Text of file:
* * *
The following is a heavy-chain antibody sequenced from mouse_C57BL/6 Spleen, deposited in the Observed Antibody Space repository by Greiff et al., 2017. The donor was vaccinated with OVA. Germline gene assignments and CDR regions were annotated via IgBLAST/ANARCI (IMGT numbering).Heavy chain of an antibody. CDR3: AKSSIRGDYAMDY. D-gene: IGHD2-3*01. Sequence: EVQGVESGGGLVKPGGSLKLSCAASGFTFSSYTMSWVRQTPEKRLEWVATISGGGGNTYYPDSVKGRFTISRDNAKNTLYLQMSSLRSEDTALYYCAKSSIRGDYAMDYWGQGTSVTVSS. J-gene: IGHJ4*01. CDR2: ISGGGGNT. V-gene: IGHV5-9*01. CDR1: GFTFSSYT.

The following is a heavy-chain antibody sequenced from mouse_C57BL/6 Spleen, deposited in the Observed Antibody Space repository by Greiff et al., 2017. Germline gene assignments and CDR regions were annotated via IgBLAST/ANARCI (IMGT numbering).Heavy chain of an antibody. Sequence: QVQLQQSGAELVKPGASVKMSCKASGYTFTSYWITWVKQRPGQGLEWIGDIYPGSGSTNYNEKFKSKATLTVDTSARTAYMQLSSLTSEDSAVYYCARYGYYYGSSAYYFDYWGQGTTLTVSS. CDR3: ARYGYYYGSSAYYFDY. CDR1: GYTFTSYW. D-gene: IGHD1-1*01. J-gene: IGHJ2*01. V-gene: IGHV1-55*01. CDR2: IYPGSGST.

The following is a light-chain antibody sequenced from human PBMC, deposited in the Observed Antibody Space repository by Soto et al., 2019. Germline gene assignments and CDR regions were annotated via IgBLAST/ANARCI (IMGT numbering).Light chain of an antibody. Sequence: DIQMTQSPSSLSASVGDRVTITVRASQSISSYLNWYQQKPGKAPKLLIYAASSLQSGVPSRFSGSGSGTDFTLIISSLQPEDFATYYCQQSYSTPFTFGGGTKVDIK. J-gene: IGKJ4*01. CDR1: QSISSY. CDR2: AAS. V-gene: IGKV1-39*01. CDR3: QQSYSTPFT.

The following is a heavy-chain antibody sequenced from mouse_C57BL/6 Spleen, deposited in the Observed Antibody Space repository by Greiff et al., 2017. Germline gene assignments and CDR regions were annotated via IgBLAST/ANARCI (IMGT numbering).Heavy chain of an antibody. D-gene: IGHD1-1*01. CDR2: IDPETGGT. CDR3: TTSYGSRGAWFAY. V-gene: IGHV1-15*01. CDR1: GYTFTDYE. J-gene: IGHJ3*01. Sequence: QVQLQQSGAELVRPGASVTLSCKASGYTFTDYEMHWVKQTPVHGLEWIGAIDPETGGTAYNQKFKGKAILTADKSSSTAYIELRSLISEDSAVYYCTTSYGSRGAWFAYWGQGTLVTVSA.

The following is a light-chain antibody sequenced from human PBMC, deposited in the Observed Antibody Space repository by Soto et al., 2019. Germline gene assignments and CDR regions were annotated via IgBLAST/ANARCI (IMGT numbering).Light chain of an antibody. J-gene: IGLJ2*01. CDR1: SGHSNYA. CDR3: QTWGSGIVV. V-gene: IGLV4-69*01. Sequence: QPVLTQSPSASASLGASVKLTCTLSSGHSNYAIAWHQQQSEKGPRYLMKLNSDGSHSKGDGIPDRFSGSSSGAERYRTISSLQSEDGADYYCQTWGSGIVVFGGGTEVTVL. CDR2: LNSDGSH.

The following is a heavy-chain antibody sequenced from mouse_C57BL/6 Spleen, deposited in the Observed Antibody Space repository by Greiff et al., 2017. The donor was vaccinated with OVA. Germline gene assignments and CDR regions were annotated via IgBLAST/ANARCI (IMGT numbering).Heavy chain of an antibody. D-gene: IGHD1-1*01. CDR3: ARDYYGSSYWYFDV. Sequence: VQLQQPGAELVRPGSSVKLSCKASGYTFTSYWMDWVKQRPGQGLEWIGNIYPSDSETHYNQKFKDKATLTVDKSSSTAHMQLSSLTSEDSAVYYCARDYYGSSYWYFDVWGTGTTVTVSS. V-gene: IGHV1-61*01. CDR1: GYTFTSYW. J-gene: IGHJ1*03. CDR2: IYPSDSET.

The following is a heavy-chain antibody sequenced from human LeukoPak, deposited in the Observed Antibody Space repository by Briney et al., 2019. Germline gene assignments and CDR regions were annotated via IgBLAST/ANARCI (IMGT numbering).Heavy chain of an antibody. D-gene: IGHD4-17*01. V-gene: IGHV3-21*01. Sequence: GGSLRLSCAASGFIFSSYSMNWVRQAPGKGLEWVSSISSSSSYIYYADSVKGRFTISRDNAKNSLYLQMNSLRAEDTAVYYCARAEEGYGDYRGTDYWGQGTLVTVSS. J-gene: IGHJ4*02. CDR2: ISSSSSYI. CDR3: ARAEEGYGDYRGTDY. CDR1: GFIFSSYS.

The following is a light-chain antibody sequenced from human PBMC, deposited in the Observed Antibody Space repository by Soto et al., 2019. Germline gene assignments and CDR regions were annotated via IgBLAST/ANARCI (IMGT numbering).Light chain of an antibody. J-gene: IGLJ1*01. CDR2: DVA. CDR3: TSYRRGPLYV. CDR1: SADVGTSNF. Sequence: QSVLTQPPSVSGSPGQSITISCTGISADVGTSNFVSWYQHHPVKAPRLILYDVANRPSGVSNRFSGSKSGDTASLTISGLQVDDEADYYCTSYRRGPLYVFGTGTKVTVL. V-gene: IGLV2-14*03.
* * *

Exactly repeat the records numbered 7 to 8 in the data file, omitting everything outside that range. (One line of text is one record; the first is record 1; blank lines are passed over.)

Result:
The following is a heavy-chain antibody sequenced from human LeukoPak, deposited in the Observed Antibody Space repository by Briney et al., 2019. Germline gene assignments and CDR regions were annotated via IgBLAST/ANARCI (IMGT numbering).Heavy chain of an antibody. D-gene: IGHD4-17*01. V-gene: IGHV3-21*01. Sequence: GGSLRLSCAASGFIFSSYSMNWVRQAPGKGLEWVSSISSSSSYIYYADSVKGRFTISRDNAKNSLYLQMNSLRAEDTAVYYCARAEEGYGDYRGTDYWGQGTLVTVSS. J-gene: IGHJ4*02. CDR2: ISSSSSYI. CDR3: ARAEEGYGDYRGTDY. CDR1: GFIFSSYS.

The following is a light-chain antibody sequenced from human PBMC, deposited in the Observed Antibody Space repository by Soto et al., 2019. Germline gene assignments and CDR regions were annotated via IgBLAST/ANARCI (IMGT numbering).Light chain of an antibody. J-gene: IGLJ1*01. CDR2: DVA. CDR3: TSYRRGPLYV. CDR1: SADVGTSNF. Sequence: QSVLTQPPSVSGSPGQSITISCTGISADVGTSNFVSWYQHHPVKAPRLILYDVANRPSGVSNRFSGSKSGDTASLTISGLQVDDEADYYCTSYRRGPLYVFGTGTKVTVL. V-gene: IGLV2-14*03.